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Tuesday, March 18, 2008

Wicked Lovely

I am have just finished Wicked Lovely by Melissa Marr. My dd was given the book for Christmas and has been lobbying hard for its sequel -- Inkexchange. It is an Urban Fearie book aimed at the older young adult market. There is much to like about the book, and although I became irritated at the inconsistencies of her world and sometimes it was hard to see if things were being foreshadowed for future books or were simply ideas that were not followed up on... But my dd would claim that I was nitpicking and being pedantic. It was an engaging page turning read...if sometimes the characterisation was slight and she had so much external conflict that the emotional conflict was lost. And I will admit to an ewww moment when it turns out the Summer King had previously had designs on her mother. And I found it hard to see past the hero's piercings so I wish she had not dwelt on them as much.

I will admit a long standing weakness for such tales and Marr does craft her book well. I certainly enjoyed it more than Jonathon Strange and Mr Norrell. As with most faerie books, it does explore the Tam Lin myth. For example Diane Wynne Jones Fire and Hemlock delves into the same territory. Sometimes, I wish they would explore other myths/legends to do with social fairies. Or maybe I just gravitate more to these sorts of stories...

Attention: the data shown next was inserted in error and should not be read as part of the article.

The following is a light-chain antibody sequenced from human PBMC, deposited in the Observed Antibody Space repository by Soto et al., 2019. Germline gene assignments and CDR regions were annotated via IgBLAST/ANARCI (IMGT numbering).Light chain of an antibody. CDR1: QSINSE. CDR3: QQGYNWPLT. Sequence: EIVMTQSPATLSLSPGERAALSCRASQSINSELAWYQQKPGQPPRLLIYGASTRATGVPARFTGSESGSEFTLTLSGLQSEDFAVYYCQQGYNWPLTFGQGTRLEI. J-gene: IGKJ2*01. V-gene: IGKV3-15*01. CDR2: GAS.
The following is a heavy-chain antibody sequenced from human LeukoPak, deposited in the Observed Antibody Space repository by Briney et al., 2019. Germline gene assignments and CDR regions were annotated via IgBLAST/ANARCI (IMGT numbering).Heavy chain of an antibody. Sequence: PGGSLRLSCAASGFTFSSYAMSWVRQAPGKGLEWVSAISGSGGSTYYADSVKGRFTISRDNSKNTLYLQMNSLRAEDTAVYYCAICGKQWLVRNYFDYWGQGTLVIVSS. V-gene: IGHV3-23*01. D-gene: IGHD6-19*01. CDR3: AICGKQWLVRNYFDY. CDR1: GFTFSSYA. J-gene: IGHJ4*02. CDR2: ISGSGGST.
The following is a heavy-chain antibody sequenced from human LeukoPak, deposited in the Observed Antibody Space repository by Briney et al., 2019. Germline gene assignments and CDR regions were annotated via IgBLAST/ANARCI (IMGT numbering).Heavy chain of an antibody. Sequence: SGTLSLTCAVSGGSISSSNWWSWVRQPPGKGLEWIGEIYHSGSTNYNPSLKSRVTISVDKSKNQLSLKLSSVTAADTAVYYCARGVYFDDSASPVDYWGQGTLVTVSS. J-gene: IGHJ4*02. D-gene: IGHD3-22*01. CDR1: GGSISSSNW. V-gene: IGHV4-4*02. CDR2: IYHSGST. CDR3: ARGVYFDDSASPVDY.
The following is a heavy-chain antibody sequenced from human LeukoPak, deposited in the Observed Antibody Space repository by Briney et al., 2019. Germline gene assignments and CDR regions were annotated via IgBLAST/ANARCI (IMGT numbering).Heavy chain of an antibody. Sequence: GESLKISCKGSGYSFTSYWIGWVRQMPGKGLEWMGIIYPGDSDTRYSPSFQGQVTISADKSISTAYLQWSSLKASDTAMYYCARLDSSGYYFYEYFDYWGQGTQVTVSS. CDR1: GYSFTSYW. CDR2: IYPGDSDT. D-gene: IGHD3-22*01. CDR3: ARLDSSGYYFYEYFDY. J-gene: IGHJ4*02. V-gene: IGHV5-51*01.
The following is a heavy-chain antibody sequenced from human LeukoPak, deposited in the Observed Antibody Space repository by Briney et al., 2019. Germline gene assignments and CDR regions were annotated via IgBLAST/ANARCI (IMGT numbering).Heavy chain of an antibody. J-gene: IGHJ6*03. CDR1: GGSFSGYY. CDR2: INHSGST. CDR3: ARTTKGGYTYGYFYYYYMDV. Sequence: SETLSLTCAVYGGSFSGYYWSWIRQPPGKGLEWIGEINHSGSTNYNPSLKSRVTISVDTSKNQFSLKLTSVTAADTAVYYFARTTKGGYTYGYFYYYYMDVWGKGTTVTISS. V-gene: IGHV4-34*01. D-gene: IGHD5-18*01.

According to The Lore of the Land (Westwood and Simpson), there are two classes of fairies in English folklore -- social fairies who exist in courts and household fairies who co exist with humans. The tale Herla and how he visited the court of the pygmy king is one of the older Rip van Winkle myths. Another great myth is of the fairy bride who must not be reprimanded or else she will disappear. (see for example the tale of Edric Salvage -- a landowner listed in the Doomsday book and his fairy bride) Sometimes, in these stories, the women are selkies and the man keeps hold of the skin until it is accidentally found and returned.
Simpson and Westwood point out the whole concept of social fairies with wings tends to be a late concept. Early medieval literature tends towards being able to fly without wings. An older word is elf. As an aside, in the Norse sagas there is a part of southern Sweden known as Alfhiem. They were said to be taller than average and very beautiful. But it does beg the question were the tales about elves used to explain the kidnap of various different girls by Norse raiding parties? Britain was a well known place for Norse slavers...
It is said that the explanation of fairies was used for many of the abandoned Roman sites. Also the whole concept of fairy lucks expanded after the Reformation, in part it is said to preserve various items of the Roman Catholic faith (most of the lucks are goblets).
Anyway, it was an excuse to delve into some of my folklore tales. English tales are different from Norse and Celtic tales btw. My dd loved Wicked Lovely and although I keep telling her to write to Melissa Marr and tell her so, thus far she has declined. A pity because I feel certain all authors like to hear when people enjoy their books.

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